Some critics saw the film as a critique of fame and the emergence of paparazzi culture. Certainly, at moments it recalls a famous image from Michelangelo Antonioni’s Blow-Up (1966) in which David Hemmings’s photographer has a model (Vanessa Redgrave) splayed out before him on the floor of his studio: here is the violent collision of glamour, advertising, fashion and sexualized visual culture that was becoming commonplace during the 1960s.
Lennon proposed a more political interpretation of Rape. Speaking after the film’s broadcast on Austrian television, he argued: “We are showing how all of us are exposed and under pressure in our contemporary world. This isn’t just about the Beatles. What is happening to this girl on the screen is happening in Biafra, Vietnam, everywhere.”
Watching Rape today, it’s hard not to think of it as primarily a film about the aesthetics of surveillance, as well as about the relationship between technology and individual identity. One astute contemporary reviewer claimed that Rape “does for the age of television what Franz Kafka’s The Trial did for the age of totalitarianism.” It anticipates the explosion of interest among a wide range of artists today – Sophie Calle, Julia Scher, Chris Petit, Hasan Elahi – in exploring the dynamics of watching and being watched.
Equally, Rape can be seen as an extreme work of art, a companion piece to Michael Powell’s equally dark Peeping Tom (1960), that prefigures the rash of slasher and stalker films such as John Carpenter’s Halloween (1978) that have since become staple multiplex fare. It also dramatizes the arguments about the voyeuristic and exploitative nature of the male gaze later articulated by Laura Mulvey in her famous essay ‘Visual Pleasure and Narrative Cinema’ (1973).
I’ve met a number of people who have seen Rape and they all confess in perplexed fashion to deriving thrills and – yes – pleasure from it. The film maker Jonas Mekas once claimed: “Two things are interesting to watch as the film progresses: one is the girl – and the other is the audience.” Rape speaks to the present moment when reality television routinely manufactures narrative formats designed to stimulate and exploit our perverse desire to see cruelty inflicted on people we have never met.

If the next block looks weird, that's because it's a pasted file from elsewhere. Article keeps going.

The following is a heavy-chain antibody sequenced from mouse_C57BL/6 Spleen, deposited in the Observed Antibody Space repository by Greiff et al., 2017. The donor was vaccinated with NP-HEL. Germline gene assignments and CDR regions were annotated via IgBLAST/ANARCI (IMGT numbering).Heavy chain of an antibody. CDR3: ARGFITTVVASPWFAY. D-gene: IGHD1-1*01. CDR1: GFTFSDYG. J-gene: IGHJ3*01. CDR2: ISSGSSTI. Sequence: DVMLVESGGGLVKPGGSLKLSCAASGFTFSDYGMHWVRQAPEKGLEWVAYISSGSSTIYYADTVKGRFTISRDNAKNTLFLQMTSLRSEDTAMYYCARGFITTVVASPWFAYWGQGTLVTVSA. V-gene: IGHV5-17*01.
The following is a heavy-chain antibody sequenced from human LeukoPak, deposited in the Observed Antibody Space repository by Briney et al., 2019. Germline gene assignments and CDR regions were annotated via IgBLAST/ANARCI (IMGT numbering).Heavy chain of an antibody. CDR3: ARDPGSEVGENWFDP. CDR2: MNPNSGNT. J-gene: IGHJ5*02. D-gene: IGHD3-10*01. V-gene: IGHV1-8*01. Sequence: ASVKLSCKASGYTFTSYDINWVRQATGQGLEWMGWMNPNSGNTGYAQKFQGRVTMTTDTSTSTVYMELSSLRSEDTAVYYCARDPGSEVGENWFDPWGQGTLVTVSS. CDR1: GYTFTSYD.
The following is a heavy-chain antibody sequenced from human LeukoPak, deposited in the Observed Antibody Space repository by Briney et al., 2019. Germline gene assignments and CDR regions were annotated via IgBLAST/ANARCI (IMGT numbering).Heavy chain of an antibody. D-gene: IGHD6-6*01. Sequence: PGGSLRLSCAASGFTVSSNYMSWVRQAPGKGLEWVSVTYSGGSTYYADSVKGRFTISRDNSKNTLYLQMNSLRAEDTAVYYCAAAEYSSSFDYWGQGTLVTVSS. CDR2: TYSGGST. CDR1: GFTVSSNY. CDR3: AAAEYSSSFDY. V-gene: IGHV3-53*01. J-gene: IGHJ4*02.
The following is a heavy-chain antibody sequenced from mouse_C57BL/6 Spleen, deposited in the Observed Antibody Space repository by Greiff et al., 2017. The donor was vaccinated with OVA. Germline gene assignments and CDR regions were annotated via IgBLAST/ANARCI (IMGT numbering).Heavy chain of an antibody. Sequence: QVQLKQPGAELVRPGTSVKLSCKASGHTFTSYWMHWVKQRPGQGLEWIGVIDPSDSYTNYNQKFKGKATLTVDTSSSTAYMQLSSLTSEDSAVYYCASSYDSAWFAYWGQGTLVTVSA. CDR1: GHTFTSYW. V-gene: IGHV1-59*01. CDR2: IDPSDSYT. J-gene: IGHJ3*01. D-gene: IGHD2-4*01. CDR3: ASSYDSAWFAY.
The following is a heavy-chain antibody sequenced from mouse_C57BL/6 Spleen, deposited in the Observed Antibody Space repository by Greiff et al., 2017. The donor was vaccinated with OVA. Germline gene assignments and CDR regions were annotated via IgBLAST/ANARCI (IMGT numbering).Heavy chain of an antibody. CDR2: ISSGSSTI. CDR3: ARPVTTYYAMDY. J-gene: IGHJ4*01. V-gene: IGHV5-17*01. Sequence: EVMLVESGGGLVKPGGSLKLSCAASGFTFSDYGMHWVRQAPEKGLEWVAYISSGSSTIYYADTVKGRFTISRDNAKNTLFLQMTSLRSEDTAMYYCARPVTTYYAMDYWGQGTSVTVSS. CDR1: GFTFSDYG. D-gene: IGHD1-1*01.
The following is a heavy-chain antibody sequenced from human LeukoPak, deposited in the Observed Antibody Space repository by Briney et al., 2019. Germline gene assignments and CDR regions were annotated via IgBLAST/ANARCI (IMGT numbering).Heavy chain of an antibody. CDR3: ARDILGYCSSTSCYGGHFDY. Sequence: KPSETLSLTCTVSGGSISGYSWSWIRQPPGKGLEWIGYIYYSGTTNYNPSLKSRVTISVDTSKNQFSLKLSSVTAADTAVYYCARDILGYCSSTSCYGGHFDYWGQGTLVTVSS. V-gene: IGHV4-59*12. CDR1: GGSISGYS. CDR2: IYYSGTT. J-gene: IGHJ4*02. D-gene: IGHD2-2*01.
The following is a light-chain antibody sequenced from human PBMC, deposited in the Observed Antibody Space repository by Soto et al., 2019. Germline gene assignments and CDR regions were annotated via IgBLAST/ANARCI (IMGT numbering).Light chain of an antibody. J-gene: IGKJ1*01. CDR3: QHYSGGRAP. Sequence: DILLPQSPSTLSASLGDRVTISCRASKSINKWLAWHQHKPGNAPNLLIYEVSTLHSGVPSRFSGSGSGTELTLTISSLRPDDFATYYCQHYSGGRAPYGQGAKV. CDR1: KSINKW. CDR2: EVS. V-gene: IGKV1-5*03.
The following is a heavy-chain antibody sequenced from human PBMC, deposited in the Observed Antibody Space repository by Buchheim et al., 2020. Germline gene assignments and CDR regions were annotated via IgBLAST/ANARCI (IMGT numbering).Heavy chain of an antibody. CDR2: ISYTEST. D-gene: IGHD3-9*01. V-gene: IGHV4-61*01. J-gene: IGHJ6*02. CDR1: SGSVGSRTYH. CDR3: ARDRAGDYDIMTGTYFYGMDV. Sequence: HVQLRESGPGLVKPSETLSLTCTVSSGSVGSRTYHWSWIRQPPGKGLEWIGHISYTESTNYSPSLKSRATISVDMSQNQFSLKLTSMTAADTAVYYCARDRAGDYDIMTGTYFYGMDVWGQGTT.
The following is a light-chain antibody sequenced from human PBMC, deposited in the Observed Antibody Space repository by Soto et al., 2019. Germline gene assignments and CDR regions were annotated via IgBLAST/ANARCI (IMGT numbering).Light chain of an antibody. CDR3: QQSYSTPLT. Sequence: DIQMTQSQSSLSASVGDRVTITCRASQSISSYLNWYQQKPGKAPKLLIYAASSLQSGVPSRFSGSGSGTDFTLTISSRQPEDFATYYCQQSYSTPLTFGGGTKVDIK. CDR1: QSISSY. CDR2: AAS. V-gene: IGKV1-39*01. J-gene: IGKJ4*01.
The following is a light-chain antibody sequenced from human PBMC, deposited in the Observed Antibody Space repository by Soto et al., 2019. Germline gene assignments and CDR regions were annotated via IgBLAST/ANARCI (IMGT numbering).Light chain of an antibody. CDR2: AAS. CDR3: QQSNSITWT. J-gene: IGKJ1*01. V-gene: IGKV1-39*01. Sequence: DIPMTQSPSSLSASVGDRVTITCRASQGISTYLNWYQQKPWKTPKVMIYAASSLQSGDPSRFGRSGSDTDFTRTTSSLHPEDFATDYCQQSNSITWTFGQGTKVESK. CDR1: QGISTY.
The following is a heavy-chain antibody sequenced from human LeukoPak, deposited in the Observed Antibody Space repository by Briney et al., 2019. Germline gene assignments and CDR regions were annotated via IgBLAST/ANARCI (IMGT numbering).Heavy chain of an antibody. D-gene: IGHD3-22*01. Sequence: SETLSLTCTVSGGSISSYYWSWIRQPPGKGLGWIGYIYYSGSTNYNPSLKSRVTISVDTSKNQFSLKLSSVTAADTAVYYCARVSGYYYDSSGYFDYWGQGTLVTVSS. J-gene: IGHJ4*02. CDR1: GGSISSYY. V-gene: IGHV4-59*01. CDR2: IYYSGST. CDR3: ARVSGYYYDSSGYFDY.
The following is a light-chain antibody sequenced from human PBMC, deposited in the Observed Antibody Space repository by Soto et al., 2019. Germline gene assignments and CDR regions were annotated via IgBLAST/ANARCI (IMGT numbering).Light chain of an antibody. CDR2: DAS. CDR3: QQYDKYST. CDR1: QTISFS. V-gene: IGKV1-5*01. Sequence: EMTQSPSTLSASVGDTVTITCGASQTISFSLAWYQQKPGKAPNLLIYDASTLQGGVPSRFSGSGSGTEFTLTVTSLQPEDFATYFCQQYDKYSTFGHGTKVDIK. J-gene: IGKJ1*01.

One under-emphasised element of Rape has been its potential status as a film about migration. Viewers have sometimes been mystified as to why Eva doesn’t report the cameraman or phone the police. Her lack of English is one reason. But it’s also been suggested that as someone living in the country illegally she may, in her confusion and anxiety, have seen the film makers as representatives of the law or of state authority.
That’s speculation, of course. But a very suggestive speculation. Eva’s words are neither translated nor subtitled. She’s alone, in the dark even though it’s daytime. And so are we. Does that linguistic gulf create a space of indifference, a zone of amoral licence, that ‘frees’ us to watch her being tracked in this brutal fashion? Perhaps her vulnerability has as much to do with her being an unpapered refugee as it does with her gender. Ono, herself a migrant to Britain, experienced both misogyny and racial hostility as soon as she started going out with Lennon.
Rape, described by critic J. Hoberman as “one of the most violent and sexually charged movies ever made – even if flesh never touches flesh”, has mainly been shown in art galleries or at one-off screenings at special retrospectives of Ono’s work. It has never been released on video or DVD, and remains shrouded in mystery: some writers have wondered whether Eva knew that she was taking part in a film. Her fee was a signed album from John and Yoko and £25,000, although she only received the money many decades later. However, according to one contemporary reporter, her appearance led to her winning “a contract as a star model”.
Ono, speaking about the film to Scott McDonald in 1989, revealed: “A lot of my works have been a projection of my future fate. It frightens me. It simply frightens me. I don’t want to see Rape now. I haven’t seen the Rape film in a long time, but just thinking about the concept of it frightens me because now I’m in that position, the position of the woman in the film.”
As far as I can ascertain, no one ever interviewed Eva Majlath – or Eva Rhodes – about what she thought of the film. Now we’ll never know.